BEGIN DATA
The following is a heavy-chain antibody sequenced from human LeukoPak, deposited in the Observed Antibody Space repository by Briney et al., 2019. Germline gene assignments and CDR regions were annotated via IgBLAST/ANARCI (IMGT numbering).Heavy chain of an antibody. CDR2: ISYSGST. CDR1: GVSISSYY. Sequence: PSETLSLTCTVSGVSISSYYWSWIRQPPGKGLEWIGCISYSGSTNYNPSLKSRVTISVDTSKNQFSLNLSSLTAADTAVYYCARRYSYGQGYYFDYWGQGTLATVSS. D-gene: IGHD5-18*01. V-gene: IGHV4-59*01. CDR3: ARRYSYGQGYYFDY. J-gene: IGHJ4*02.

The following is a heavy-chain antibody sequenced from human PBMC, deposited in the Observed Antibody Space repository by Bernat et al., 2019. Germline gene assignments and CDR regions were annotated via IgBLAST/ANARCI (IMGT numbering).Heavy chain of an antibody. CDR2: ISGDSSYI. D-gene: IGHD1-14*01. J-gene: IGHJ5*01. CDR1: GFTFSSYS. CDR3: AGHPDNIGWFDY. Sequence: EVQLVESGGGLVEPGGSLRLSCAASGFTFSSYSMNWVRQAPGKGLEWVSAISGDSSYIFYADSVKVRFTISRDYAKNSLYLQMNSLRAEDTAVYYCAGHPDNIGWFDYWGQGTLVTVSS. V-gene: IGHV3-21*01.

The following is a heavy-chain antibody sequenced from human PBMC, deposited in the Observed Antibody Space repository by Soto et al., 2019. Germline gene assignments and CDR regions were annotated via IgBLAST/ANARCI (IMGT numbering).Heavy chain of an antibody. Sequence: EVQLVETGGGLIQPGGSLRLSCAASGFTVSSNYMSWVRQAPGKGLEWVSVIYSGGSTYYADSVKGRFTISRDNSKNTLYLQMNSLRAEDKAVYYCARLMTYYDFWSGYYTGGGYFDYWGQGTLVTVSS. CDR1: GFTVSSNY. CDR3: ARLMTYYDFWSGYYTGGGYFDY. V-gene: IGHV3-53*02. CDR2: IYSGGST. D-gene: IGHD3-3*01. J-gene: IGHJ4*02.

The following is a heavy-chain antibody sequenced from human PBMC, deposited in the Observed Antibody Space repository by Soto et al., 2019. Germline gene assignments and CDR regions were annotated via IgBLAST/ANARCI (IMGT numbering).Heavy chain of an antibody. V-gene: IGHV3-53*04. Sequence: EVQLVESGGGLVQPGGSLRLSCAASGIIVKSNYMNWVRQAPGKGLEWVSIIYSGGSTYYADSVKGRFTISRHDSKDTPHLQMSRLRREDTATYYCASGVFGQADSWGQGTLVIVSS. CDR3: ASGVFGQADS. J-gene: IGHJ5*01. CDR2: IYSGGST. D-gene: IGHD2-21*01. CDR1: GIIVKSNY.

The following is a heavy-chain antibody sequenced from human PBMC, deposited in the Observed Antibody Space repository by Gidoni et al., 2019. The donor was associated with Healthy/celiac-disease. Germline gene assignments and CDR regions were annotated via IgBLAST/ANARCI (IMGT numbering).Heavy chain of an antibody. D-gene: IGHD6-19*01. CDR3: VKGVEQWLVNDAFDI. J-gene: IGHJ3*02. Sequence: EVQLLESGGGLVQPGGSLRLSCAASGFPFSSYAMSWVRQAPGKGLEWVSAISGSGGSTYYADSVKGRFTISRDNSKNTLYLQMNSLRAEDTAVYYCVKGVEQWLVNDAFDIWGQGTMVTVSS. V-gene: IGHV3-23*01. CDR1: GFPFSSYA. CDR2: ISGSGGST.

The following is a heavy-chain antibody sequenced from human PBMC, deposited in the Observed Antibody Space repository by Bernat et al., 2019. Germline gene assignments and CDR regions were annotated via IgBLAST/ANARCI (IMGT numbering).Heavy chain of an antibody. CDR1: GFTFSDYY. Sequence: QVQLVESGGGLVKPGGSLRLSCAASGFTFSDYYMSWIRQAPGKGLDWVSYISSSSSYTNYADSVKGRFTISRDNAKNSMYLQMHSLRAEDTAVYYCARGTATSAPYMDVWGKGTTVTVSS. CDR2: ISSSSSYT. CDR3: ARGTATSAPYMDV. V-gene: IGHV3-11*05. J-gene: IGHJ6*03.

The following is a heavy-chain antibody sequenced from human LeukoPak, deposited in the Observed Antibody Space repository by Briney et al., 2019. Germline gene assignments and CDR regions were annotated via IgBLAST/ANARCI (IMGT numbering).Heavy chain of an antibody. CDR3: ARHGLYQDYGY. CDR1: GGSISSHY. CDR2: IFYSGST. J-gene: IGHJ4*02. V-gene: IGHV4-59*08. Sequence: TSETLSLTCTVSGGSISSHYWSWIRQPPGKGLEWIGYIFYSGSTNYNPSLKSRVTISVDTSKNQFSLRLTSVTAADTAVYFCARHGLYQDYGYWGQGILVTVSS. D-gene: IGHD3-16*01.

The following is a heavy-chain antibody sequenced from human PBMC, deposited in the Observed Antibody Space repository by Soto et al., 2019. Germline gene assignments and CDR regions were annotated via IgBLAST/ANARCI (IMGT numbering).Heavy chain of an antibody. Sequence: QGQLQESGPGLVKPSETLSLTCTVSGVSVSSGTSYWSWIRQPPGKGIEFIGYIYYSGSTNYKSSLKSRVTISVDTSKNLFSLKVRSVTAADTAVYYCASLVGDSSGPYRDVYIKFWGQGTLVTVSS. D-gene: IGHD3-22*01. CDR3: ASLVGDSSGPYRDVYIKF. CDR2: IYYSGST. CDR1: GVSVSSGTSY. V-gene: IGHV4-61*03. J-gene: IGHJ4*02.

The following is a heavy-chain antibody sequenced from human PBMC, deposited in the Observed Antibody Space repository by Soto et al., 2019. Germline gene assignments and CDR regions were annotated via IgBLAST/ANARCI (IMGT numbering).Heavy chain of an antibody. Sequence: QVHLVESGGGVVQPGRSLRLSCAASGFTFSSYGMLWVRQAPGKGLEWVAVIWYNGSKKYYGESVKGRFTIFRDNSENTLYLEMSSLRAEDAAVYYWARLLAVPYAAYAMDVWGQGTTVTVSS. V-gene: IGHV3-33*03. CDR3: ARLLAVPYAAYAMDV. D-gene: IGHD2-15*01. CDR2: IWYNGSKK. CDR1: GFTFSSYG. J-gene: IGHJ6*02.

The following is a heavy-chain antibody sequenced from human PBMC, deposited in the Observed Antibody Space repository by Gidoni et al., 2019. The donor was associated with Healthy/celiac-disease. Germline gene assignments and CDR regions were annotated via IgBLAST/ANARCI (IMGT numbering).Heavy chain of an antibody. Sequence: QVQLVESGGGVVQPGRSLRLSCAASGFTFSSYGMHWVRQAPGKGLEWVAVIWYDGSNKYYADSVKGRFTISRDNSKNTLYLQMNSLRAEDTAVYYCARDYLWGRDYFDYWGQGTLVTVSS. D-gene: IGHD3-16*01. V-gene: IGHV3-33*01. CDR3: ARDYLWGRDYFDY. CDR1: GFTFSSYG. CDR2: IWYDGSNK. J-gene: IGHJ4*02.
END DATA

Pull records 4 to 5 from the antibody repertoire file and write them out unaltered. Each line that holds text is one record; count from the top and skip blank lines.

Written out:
The following is a heavy-chain antibody sequenced from human PBMC, deposited in the Observed Antibody Space repository by Soto et al., 2019. Germline gene assignments and CDR regions were annotated via IgBLAST/ANARCI (IMGT numbering).Heavy chain of an antibody. V-gene: IGHV3-53*04. Sequence: EVQLVESGGGLVQPGGSLRLSCAASGIIVKSNYMNWVRQAPGKGLEWVSIIYSGGSTYYADSVKGRFTISRHDSKDTPHLQMSRLRREDTATYYCASGVFGQADSWGQGTLVIVSS. CDR3: ASGVFGQADS. J-gene: IGHJ5*01. CDR2: IYSGGST. D-gene: IGHD2-21*01. CDR1: GIIVKSNY.

The following is a heavy-chain antibody sequenced from human PBMC, deposited in the Observed Antibody Space repository by Gidoni et al., 2019. The donor was associated with Healthy/celiac-disease. Germline gene assignments and CDR regions were annotated via IgBLAST/ANARCI (IMGT numbering).Heavy chain of an antibody. D-gene: IGHD6-19*01. CDR3: VKGVEQWLVNDAFDI. J-gene: IGHJ3*02. Sequence: EVQLLESGGGLVQPGGSLRLSCAASGFPFSSYAMSWVRQAPGKGLEWVSAISGSGGSTYYADSVKGRFTISRDNSKNTLYLQMNSLRAEDTAVYYCVKGVEQWLVNDAFDIWGQGTMVTVSS. V-gene: IGHV3-23*01. CDR1: GFPFSSYA. CDR2: ISGSGGST.